About smoking and vaping
Smoking is burning something to breathe smoke into the lungs, such as a cigarette. Vaping is breathing in vapor from heated liquid.
Both smoking and vaping involve breathing in chemicals that can harm your health.
E-cigarettes or vapes heat liquid to create an aerosol that is breathed in, which is known as vaping. E-cigarettes can look like a highlighter, a pen or USB.
Contents of vaping liquid
There are no quality or safety standards for e-cigarettes, vapes or vaping liquids.
Most e-cigarettes contain nicotine which is harmful and addictive. Even those labelled nicotine-free can still contain nicotine.
The aerosol or vapor from e-cigarettes contains cancer-causing chemicals and heavy metals.
How vaping affects your child’s body
Vaping can cause significant harm to your child’s body:
- Short-term it can cause vomiting, nausea, coughing, shortness of breath, mouth irritation and asthma
- Long-term it can cause lung damage, heart disease and cancers.
E-cigarettes are still being studied, but most experts think it is likely vaping will cause lung and mouth cancers.
Nicotine is a poison that can make people sick if swallowed and has been linked to the deaths of small children.
Exposing children and teens to nicotine can harm their brain development and lead to higher risk of dependence. Children and teens who use e-cigarettes are more than three times more likely to move onto smoking cigarettes.
E-cigarettes can also explode and catch fire.
Protecting your child
Research shows that children are less likely to smoke or vape if their primary role models (typically parents or carers) do not smoke or vape.
If you have found quitting difficult and still smoke or vape, share your experiences with your child.
Ask your children for their support during your next quit attempt. If your child can witness how tough quitting can be, they may want to steer clear of smoking or vaping completely.
The best way to protect your children is to never smoke or vape in the house or other places where there may be children nearby.
Smoking or vaping in a car when children are present is illegal. Passive exposure to e-cigarette aerosol can be damaging for children and young people.
Smoking and vaping is banned in and around schools
The Tobacco Act 1987 bans smoking or vaping on school premises or within 4 metres of any pedestrian access point to school premises. The smoking and vaping ban applies to:
- anyone present on school premises during and outside of school hours including students, teachers, and school visitors
- all activities that take place on school premises.
Smoking and vaping are also not permitted during school events and excursions held off school premises.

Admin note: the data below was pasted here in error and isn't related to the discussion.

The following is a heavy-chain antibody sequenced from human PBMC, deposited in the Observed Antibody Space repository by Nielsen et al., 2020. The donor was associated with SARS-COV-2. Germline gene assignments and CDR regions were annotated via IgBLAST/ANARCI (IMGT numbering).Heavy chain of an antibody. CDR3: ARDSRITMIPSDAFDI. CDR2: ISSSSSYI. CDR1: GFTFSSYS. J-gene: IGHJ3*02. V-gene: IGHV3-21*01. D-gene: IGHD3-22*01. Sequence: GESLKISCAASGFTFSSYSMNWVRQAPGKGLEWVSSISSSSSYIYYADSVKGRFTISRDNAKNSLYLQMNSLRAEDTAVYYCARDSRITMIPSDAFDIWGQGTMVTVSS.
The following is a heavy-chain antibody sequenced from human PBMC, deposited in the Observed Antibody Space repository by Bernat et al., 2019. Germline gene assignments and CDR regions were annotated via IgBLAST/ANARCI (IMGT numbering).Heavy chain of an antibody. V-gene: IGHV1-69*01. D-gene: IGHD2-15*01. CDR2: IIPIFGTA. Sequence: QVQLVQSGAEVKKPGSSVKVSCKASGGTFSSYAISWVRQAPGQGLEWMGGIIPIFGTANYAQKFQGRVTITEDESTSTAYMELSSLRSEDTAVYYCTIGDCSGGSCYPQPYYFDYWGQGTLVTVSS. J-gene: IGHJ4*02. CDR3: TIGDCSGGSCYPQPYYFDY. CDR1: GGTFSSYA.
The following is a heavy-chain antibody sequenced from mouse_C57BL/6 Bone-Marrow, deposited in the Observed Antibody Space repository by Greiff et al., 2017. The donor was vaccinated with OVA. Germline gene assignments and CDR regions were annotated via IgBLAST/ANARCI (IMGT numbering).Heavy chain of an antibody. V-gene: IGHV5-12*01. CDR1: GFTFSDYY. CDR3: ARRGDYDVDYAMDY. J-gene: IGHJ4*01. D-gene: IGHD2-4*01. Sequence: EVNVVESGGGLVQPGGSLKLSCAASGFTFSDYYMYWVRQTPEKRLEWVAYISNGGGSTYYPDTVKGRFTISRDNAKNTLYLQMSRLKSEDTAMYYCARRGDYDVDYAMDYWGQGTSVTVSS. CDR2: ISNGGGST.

Health and retail laws
It is illegal for any person:
- to sell, barter or exchange any type of tobacco or e-cigarette product to a person under 18 years of age
- to possess an e-cigarette containing nicotine, unless they have a doctor’s prescription
- to smoke or vape in a motor vehicle if a person under 18 years is also present in the motor vehicle.
You can report retailers selling e-cigarette products to children to your local council.
Talking to your child or teen about smoking and vaping
As a parent or carer, you have an important role in protecting your child from smoking and vaping. Parent views on smoking and vaping can influence their children’s behaviours. The most important thing you can do is to talk to your child or teen about smoking, vaping and other drugs.
Use these strategies to talk with your child or teen.
Start with information
Get the key facts, learn the basics about smoking and vaping products, and think through what you want to say. Consider some questions you might be asked, and how you want to respond.
Approach it calmly
Start the conversation when you’re doing an activity together, such as driving or preparing a meal. Keep things casual and relaxed. Use something you saw in a TV show or on the news as a chance to bring up the issue.
Don’t make assumptions
If you think your child may have tried smoking or vaping, avoid making accusations. Some experts do not recommend searching your child’s space for evidence of smoking or vaping, because it can undermine their trust.
Avoid judging or lecturing
Listen to their point of view and keep it a two-way conversation. Being mindful to keep your body language and tone respectful can go a long way. If your child has tried smoking or vaping, consider asking questions like: ‘what made you want to try?’ and ‘how did it make you feel?’
Make sure you are honest about potential harms and avoid exaggerated statements.
Focus on health and explain your concerns
Talk about how you care about your child’s health. For example, if your child tells you they are smoking or vaping, you can say you are concerned about the health risks and share the evidence that this can affect adolescent brain development and risk of cancer.
Where to get help
Support and resources are available to help you talk to your child about smoking and vaping.
The Royal Children’s Hospital
Better Health Channel
Your family doctor is a good place to start for further information and advice regarding smoking and vaping and your child.
- Quitline provide advice and confidential counselling, including for children from 8am to 8pm Monday to Friday. Phone or learn how to .
- DirectLine is a state-wide alcohol and other drugs advice service offering confidential counselling and referral 24 hours a day, 7 days a week. Phone or go to .
- Youth, Drugs and Alcohol Advice provide a youth-specific advice service from 9am to 8pm Monday to Friday. Phone .
- Alcohol and Drug Foundation advice line .
- Headspace offer mental health support online, by phone and in person through .
This fact sheet has been prepared using information and research from:
Reviewed 29 November 2022